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A couple of weeks ago, Google announced a new version called Android 11. As you’ve probably noticed, starting with Android 10 Google abandoned its convention of naming Android versions after desserts, so the new version is simply Android 11, or Android R.

Along with the new release, Google introduces a new release milestone called Platform Stability. Upon reaching this milestone, the platform’s internal and external APIs are expected to be finalized, so developers can reliably test their applications, knowing that their app will continue to work after release.

Android R is expected to be released in the third quarter of this year, so there’s still a lot of time to get accustomed to what it brings to the table. …


Anyone who needs a publish/subscribe architecture would find EventBus to be a great tool. It’s easy to use and there are many implementations of it. But we should be cautious, as abusing such libraries might lead to unintended consequences.

In this article, I will focus on Greenbot’s implementation of EventBus. Guava provides its own solution as well but no matter which library we’re looking at, they are pretty similar to use.

What is EventBus?

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EventBus provides a simple API to deliver events to registered subscribers.

EventBus is a software bus that allows you to register certain events and get notified when something related to that event is published. Events are in the form of classes. First, you register your class to the bus and then define methods that use the Subscribe annotation in order to register to an event. …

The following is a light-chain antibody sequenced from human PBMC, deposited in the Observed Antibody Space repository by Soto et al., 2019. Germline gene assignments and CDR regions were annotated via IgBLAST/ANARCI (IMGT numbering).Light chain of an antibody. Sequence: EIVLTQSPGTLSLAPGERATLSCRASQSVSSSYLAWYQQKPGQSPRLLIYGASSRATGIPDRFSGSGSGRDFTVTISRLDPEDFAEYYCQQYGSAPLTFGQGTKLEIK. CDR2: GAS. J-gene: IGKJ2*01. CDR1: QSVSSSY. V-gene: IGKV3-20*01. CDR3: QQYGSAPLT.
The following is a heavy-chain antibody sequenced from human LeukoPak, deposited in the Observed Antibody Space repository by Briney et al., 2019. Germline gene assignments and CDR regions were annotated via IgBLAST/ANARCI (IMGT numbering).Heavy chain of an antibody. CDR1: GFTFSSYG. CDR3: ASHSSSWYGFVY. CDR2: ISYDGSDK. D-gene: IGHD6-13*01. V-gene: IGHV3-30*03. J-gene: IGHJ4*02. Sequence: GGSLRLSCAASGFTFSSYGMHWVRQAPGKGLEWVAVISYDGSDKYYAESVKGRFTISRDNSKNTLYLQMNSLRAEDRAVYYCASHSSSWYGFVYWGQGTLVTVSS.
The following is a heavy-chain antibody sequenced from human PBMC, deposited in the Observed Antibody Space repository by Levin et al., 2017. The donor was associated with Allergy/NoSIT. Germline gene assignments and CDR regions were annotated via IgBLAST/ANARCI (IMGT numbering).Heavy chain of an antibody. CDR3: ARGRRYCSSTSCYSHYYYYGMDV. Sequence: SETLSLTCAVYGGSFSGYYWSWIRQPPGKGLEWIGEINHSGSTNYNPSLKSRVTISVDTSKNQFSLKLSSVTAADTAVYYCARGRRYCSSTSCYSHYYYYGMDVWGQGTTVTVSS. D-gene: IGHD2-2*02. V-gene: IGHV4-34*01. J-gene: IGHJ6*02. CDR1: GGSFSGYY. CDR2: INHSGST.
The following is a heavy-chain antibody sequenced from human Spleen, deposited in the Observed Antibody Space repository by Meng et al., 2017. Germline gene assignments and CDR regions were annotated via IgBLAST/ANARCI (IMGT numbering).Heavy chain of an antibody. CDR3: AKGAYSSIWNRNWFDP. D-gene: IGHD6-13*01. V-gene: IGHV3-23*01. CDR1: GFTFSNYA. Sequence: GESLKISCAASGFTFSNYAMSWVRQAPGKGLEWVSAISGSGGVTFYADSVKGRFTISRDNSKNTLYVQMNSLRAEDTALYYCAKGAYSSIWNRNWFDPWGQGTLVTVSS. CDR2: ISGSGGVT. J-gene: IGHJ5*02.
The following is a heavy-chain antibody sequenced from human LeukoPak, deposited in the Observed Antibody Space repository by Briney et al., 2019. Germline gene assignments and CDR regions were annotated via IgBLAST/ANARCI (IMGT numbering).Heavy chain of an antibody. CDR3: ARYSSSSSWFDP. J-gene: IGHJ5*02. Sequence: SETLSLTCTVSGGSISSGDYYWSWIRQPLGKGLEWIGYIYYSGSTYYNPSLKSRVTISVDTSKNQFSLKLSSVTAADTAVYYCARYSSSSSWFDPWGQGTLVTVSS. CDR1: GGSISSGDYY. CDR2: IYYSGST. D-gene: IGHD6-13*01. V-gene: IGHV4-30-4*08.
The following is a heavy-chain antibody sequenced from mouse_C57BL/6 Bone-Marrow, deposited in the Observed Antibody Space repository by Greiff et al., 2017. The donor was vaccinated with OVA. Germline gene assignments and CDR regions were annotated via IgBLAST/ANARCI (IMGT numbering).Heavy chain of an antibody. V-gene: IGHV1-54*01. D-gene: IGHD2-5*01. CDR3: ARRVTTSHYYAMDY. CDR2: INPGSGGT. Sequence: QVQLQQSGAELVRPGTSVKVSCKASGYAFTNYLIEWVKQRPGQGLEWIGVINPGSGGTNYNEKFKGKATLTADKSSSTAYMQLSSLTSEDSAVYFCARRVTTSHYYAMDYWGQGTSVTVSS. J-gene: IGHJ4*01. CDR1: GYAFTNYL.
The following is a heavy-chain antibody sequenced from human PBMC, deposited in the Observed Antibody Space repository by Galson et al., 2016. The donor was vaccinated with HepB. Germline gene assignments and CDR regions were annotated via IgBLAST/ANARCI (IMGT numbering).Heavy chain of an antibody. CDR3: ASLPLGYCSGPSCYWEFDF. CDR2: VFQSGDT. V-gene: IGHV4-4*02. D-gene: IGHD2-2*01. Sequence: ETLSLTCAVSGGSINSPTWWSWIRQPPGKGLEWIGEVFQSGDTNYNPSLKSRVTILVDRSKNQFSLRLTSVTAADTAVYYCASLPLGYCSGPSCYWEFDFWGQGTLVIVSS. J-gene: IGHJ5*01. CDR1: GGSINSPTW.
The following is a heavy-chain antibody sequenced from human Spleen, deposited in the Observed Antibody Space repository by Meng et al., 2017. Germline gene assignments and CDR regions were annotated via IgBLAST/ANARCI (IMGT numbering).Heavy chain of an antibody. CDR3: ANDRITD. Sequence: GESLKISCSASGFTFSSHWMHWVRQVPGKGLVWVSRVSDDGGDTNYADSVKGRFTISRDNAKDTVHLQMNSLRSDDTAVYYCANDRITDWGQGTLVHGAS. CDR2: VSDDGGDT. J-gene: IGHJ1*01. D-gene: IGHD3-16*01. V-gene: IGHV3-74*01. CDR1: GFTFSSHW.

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Sometimes you need to trigger an init service while the system is running. Since init services may be customized to have special privileges, it‘s suitable to move some logic to such service and trigger it later on in case it’s needed (This way you won’t need to extend/break your security policies and give too much permission to applications). For example, executing some network-related operations such as changing the ethernet mac address may not be possible due to SELinux/User group, even if you are attempting to do it from system_server context (system_server runs shell commands as system, rather than root). …


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OTA (Over The Air) updates, while not specific to Android, are a popular way of updating remote devices over the internet. Update packages are directly downloaded to your device, but how are these updates actually applied in the Android world? Before we dive in, let’s talk a little bit about different types of OTA updates.

At the moment, Android supports two different update mechanisms:

  • Non-A/B OTA Updates
  • A/B OTA Updates

Non-A/B OTA Updates

Non-A/B systems store only one copy of each partition. For devices with limited flash size, this older update mechanism may still be used. Applying this type of update is quite straightforward. Update package is simply downloaded to /cache or /data partitions and using RecoverySystem API, update is initiated. This is a system API and requires the caller to have android.permission.RECOVERY

About

Yiğit PIRILDAK

A curious Software Engineer who is interested in Embedded Systems and ML. Wastes time by playing video games, watching TV Shows and reading fantasy novels.